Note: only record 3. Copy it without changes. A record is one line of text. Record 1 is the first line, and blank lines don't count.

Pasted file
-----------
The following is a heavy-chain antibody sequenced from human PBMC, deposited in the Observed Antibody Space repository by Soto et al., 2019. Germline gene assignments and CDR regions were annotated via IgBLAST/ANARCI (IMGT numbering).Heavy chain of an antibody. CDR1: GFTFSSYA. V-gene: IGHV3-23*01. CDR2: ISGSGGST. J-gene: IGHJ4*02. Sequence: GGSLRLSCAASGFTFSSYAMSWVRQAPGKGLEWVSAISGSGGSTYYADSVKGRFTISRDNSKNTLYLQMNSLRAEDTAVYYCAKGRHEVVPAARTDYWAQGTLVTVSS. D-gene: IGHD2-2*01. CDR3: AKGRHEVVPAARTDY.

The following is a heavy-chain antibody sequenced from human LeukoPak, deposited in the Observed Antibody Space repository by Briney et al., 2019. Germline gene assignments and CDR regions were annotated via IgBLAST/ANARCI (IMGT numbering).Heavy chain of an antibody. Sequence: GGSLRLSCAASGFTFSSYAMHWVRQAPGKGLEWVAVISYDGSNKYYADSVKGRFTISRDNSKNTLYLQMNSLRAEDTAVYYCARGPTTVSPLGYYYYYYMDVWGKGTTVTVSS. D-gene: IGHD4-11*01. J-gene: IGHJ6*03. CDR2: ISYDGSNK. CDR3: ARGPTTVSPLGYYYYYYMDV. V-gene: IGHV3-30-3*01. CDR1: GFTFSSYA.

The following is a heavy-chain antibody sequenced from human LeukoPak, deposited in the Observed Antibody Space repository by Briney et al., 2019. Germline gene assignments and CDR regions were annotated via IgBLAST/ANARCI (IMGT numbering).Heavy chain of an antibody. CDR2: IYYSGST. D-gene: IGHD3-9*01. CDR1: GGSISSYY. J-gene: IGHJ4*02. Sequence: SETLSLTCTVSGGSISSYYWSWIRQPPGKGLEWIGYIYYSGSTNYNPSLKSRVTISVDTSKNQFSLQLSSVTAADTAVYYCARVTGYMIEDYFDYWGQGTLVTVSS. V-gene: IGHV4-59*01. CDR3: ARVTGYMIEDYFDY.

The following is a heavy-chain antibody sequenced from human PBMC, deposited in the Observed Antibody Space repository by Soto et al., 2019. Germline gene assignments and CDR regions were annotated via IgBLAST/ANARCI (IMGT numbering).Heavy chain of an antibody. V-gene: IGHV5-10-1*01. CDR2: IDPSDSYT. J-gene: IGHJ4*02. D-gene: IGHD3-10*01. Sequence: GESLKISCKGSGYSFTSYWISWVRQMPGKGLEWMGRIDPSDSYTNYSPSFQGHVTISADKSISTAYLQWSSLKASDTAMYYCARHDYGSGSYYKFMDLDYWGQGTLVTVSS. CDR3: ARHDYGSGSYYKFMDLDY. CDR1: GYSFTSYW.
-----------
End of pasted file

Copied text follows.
The following is a heavy-chain antibody sequenced from human LeukoPak, deposited in the Observed Antibody Space repository by Briney et al., 2019. Germline gene assignments and CDR regions were annotated via IgBLAST/ANARCI (IMGT numbering).Heavy chain of an antibody. CDR2: IYYSGST. D-gene: IGHD3-9*01. CDR1: GGSISSYY. J-gene: IGHJ4*02. Sequence: SETLSLTCTVSGGSISSYYWSWIRQPPGKGLEWIGYIYYSGSTNYNPSLKSRVTISVDTSKNQFSLQLSSVTAADTAVYYCARVTGYMIEDYFDYWGQGTLVTVSS. V-gene: IGHV4-59*01. CDR3: ARVTGYMIEDYFDY.